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City Johannesburg - review

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City Johannesburg This poem City Johannesburg is about a man called Mongane Wally Serote. He wrote about his life during apartheid. He wrote this because one day he got arrested and was left in prison for nine months. When he was finally released he was very angry. A couple of years later he wrote this poem. In this poem Serote speaks of the difficulties created for black people by the law which required them to carry a pass at all times, it also speaks of restrictions it placed on black people. We notice that at the beginning of the poem Serote speaks of life, but further down towards the end of the poem he talks about death. This is quite contrasting, as we notice that he compares the things he loves with death. 'When I go back to my dongas, my dust, my people, my death,' this signifies that although he's going back to the people and things he loves death is typified as being in a white supremacy, because the white people have the power and control over those less fortunate. ...read more.


These two concepts together show they are both as important as each other. This is because without his pass he has no life. It appears that Serote repeats the words 'Jo' Burg City' many times throughout the poem, this suggests that he was very familiar with the city as he has been there so long. The writer uses similes such as 'my hand like a starved snake rears my pockets'. This simile shows how nervous he is because he is looking for his pass, it also has a lot of depth to it because if you imagine a starved shake clenching onto a piece of food. In the same way you can imagine him clenching to his back pocket. 'For my thin ever lean wallet,' this quote links in to the previous one because it indicates his lack of money. Therefore it also shows his economic status in that city. The poet uses a lot of emotive language in this poem to try and make the readers understand the hardship for black people ...read more.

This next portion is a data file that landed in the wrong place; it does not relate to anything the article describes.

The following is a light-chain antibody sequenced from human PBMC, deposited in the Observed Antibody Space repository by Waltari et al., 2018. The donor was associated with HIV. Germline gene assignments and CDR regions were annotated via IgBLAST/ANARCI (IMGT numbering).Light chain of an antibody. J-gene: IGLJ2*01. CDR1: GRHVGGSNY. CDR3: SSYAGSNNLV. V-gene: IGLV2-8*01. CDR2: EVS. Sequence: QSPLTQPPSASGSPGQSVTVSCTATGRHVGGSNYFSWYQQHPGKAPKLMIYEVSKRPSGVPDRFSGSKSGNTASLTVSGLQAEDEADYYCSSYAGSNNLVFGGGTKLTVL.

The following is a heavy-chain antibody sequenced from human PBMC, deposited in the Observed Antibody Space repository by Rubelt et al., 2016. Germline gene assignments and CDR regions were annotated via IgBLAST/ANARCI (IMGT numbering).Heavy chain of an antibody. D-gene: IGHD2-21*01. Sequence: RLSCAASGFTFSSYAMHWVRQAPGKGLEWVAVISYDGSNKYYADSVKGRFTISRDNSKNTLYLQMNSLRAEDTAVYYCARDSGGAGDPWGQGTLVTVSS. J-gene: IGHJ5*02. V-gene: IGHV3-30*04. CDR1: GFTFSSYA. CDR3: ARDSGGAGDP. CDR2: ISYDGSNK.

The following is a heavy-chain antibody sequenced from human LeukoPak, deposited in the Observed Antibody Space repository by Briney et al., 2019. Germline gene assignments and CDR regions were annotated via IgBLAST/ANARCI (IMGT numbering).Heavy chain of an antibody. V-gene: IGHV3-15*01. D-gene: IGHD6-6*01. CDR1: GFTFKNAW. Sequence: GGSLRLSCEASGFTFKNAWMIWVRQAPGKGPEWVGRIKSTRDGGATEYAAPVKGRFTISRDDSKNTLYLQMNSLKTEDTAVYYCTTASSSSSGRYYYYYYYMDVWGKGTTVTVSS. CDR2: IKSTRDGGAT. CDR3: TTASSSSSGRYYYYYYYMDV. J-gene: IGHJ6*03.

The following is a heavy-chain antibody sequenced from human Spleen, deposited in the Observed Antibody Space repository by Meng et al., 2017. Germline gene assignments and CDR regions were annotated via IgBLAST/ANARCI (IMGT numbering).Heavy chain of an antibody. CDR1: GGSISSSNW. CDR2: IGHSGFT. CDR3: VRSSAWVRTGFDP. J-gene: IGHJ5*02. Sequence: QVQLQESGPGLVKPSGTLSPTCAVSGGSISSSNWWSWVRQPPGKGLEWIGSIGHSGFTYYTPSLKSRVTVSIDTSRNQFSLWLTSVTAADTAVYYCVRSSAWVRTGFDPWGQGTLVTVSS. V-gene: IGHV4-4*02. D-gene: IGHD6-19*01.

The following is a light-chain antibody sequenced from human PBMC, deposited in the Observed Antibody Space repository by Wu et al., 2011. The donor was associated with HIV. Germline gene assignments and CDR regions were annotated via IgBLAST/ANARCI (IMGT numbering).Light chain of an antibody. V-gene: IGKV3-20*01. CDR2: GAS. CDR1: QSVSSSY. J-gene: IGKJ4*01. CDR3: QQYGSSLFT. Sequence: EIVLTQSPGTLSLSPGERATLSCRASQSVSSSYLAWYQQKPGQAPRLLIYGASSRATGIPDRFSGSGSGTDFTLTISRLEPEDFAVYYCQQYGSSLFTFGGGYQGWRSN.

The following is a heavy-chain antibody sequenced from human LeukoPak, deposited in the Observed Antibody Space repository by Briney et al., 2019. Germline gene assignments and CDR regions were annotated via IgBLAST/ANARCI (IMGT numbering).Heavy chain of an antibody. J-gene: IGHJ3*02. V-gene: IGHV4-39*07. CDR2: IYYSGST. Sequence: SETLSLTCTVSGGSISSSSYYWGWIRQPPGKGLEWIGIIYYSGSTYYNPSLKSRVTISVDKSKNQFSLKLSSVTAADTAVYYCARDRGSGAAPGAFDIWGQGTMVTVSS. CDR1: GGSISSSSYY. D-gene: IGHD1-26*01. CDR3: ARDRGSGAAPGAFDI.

He wanted people to understand and see the segregation that was evident in his time and the oppression being mete out upon the less fortunate due to laws conjured by white people. Serote wanted people to appreciate that these laws were unfair and destroying the lives of vulnerable people. I conclude by saying that the emotive language used throughout the poem identifies with the oppression 'where death lurks in the dark like a blade in the flesh' for me this final statement re-emphasises the blade, which is a knife being held close to a person who if he moves without being told to will be killed. This without a doubt shadows the deep pain and turmoil Serote really feels inside. This poem has made me realise that black people had no place in life. It also showed me how life had changed for the better. I felt that this poem was very touching as it made me feel sorry for who had to live life knowing that at any time death could be waiting for them. 1 ...read more.

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